But what do I mean by that? TikTok couldn’t possibly be that big of a deal … right?

Wrong.

TikTok has morphed itself into an advertising phenomenon with its algorithm pushing videos of product advertisements and using influencers to do it. When people see someone who they relate to—whether it be a tired mom showing something that made her life easier or a teen girl raving about all the compliments she got after wearing a perfume—they tend to be more inclined to buy it.

In turn, that review is going to hit closer to home rather than watching a commercial with a voice actor reading depressing lines in an upbeat voice, like the ones you are shown when you turn on cable TV. This makes us want to buy it, which leads to some pretty random products going viral. For example, just a couple of months ago, everyone was talking about buying a certain mirror. Now, body oil is going viral. Over the summer, a car cleaning goo went viral. Most of the products that go viral are also cheap, making purchasing something a low-stress endeavor.

But what does this mean for all the kids using TikTok? These kids, who spend a lot of time mindlessly scrolling, are seeing advertisement after advertisement and creator after influencer all talking about the new must-have product.

Of course, they want it! But since they are children, they don’t have the money to buy it.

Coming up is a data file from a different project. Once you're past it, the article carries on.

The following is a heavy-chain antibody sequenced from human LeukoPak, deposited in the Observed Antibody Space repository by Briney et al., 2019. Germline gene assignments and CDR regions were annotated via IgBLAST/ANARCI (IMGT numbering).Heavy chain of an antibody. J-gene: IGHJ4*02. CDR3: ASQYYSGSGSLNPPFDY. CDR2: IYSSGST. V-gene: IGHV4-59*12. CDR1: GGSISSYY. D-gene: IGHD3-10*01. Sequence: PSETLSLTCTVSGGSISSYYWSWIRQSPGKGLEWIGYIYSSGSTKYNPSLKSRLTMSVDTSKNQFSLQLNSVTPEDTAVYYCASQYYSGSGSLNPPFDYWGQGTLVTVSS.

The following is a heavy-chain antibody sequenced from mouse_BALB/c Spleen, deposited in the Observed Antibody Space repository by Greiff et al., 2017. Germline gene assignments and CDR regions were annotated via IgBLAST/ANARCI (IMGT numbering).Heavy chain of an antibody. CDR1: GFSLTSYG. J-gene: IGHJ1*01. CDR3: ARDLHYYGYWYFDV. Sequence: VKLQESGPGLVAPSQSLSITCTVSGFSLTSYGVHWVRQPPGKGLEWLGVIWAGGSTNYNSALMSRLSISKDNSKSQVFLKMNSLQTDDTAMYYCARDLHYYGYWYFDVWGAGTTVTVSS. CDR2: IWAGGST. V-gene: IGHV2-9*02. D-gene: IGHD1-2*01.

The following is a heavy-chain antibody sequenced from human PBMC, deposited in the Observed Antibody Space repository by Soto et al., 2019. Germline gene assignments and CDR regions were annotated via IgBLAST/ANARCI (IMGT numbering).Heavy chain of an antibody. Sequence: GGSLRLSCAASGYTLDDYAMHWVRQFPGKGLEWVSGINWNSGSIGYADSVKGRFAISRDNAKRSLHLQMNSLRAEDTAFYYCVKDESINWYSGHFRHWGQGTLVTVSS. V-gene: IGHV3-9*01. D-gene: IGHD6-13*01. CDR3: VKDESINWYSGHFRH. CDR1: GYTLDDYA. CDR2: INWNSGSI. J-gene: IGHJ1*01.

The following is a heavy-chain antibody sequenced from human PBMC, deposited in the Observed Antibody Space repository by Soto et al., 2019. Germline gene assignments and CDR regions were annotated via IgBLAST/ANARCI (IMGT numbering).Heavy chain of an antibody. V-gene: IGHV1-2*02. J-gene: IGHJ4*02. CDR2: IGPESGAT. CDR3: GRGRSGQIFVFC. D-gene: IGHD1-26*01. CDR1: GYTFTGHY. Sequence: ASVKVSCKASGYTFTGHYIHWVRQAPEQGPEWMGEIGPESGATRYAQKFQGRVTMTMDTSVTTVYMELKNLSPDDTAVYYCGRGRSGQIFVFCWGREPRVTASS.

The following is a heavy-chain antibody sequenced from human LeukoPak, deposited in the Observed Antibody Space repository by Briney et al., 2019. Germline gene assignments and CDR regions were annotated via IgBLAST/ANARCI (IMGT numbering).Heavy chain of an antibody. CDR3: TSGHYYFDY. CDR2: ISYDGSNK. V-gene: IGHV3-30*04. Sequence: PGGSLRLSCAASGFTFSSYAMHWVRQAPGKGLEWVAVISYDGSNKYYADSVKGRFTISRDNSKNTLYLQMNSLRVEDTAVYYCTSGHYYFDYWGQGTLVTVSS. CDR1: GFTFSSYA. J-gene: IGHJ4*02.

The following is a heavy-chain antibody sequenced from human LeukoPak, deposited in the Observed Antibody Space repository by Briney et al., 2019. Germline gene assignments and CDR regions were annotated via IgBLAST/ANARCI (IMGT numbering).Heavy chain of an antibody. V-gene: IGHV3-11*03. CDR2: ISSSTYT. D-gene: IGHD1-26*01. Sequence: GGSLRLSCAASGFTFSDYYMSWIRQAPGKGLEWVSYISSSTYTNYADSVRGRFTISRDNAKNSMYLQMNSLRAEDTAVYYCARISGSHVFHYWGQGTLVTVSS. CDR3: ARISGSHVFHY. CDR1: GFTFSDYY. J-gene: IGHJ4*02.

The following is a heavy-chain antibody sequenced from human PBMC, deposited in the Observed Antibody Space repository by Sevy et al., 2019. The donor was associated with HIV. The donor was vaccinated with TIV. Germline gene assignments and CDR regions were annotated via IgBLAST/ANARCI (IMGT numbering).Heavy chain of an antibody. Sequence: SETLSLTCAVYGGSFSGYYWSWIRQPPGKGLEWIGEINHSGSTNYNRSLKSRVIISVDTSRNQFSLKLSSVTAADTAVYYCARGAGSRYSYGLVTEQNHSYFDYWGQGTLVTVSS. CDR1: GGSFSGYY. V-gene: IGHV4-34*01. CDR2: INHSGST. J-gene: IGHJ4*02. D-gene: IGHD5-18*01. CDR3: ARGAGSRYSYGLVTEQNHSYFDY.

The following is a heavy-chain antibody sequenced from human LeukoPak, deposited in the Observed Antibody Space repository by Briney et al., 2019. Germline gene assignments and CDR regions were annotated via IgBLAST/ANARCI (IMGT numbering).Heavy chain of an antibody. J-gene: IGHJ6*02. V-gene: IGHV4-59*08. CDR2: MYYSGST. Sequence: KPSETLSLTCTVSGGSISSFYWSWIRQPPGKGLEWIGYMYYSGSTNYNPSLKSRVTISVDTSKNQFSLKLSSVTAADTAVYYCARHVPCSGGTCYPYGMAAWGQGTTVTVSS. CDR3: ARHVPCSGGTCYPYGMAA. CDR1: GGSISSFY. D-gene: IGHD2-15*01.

The solution?

Ask for it for Christmas. However, what they want is often not age-appropriate. Have you noticed the fashion trends among middle schoolers? I was wearing nothing that came even close to what kids are wearing now. I had nowhere near the makeup skills compared to an eighth grader right now.

Children have always been influenced, that’s something that has been proven throughout the decades. But in my opinion, never to this degree. Even I have trouble stopping myself from buying things that are advertised to me on TikTok. And now children—young and very impressionable children—are convinced they need things that just are too old for them right now.

But what do we do? How do we stop this from happening? Short answer? We can’t. In the age of the internet, things are only going to keep growing, and trying to stop change is fighting an uphill battle.

But if I ever pulled something like this with my parents, rest assured, I would get one thing and one thing only from my Christmas list no matter how long it was. And that’s what needs to happen. If we cannot stop kids from being influenced by cutting it off at the source, we need to be able to handle it appropriately when it does happen. Parents cannot feed into this culture.

And I know what you may be thinking: hey, you don’t have kids, you literally are a kid! But other adults agree. Julie Cohen, an English teacher at Brentwood, has two kids, one in first grade and one in fifth grade. “Once you go big, you have to keep going big, so I’ve tried to keep the number of Christmas presents small, focusing more on experiences rather than stuff,” said Cohen. “We are trying hard not to create spoiled, entitled children, and Christmas is something I can control!”

If you are one of these children receiving every gift on your list, regardless if they are age appropriate, hey, all power to you. You were blessed with a household able to provide that for you.

But me? I’m perfectly okay with the new pair of Converse I’m getting this year.

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About the Contributor
Emelda Forney, Editor in Chief
Emelda Forney is a senior at Brentwood High School. She loves to be outside, write, and hang out with her friends. She plays varsity soccer and is involved in STUCO and NHS. Emelda is the Editor in Chief of the Nest, and this is her fourth year on the journalism staff.